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The Socratic dialogues written by Plato; Euthyphro, The Apology, and Crito all take place during the last portion of Socrates’ life. More specifically, they take place at the time during which Socrates was accused of neglecting to recognize the gods and corrupting the youth of Athens and also during his time in prison. They were all written shortly after Socrates’ death by Plato and best portray Socrates and his philosophies. Each of the three dialogues is significant in themselves because each one represents an argument that Socrates makes and each contests a different claim.

The first dialogue, Euthyphro, centers on Socrates dismissing Euthyphro’s confidence in his understanding of piety and also contests a claim of holiness. The second, The Apology, focuses on Socrates’ defense against the charges of blasphemy and corruption of Athenian youth. Finally, the third dialogue, Crito, centers on Socrates’ rejection of Crito’s offer to help him escape death and also contests a claim of friendship and justice. The Socratic dialogue, Euthyphro, begins with Socrates encountering Euthyphro outside the court of Athens.

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He has been called to the court for dismissing the gods and Euthyprho is there to prosecute his father for killing a man. When the two meet, Socrates comments on how Euthyphro must be a holy man for doing this and Euthyphro agrees. Socrates then insists that Euthyphro explain holiness, for it could help Socrates with his trial. First, Euthyphro explains that holiness is persecuting those who offend religion. Socrates dismisses this and Euthyphro then suggests that what is holy is agreeable to the gods.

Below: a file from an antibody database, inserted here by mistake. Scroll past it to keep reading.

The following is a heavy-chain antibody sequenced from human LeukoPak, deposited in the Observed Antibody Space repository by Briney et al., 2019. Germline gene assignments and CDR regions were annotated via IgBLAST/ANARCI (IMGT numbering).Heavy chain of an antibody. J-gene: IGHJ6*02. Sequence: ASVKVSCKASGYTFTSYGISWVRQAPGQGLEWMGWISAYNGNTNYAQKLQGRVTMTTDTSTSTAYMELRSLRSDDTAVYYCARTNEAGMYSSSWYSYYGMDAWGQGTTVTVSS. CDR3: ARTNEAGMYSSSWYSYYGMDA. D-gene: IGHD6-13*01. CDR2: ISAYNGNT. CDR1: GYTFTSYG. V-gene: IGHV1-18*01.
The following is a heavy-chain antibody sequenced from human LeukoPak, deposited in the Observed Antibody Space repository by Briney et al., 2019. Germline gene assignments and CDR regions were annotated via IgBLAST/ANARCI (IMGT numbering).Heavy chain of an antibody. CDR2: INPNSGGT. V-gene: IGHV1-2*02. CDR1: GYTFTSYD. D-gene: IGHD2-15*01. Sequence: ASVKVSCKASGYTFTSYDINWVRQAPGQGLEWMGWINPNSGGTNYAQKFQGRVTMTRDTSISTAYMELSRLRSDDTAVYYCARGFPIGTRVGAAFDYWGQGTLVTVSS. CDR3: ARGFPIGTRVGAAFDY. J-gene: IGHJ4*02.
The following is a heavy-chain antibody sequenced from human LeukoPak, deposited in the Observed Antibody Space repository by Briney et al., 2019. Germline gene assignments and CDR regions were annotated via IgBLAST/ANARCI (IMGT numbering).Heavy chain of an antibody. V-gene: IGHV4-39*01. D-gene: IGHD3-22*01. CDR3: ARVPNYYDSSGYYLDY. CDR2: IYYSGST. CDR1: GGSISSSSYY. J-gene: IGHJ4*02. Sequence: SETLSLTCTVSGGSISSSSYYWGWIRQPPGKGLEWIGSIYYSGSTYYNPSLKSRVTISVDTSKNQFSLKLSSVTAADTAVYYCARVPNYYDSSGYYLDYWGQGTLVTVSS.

Socrates then points out that gods often argue so what is agreeable to one may not be agreeable to all. With this, Euthyphro then says that what is holy is what is approved of by all the gods. Socrates then comes up with an argument to disprove this. He says that what is holy is approved by the gods because it is holy. Thus, what gets approved of by the gods determines what is approved of by the gods. This means that what is holy can’t be the same thing as what is approved of by the gods since one determines what gets approved of by the gods and the other what is approved.

Euthyphro comes up with more arguments however Socrates’ questioning angers him in which he leaves which makes this argument a success. In the dialogue, The Apology, Socrates makes his argument as to why he is not guilty for corrupting the youth of Athens. He explains that the oracle of Delphi claimed he was the wisest of all men. Socrates came to the conclusion that this meant he was wise in the sense that he was aware that he knew nothing. In order to spread this wisdom of his, Socrates felt it was his duty to question the “wise” men and expose their ignorance.

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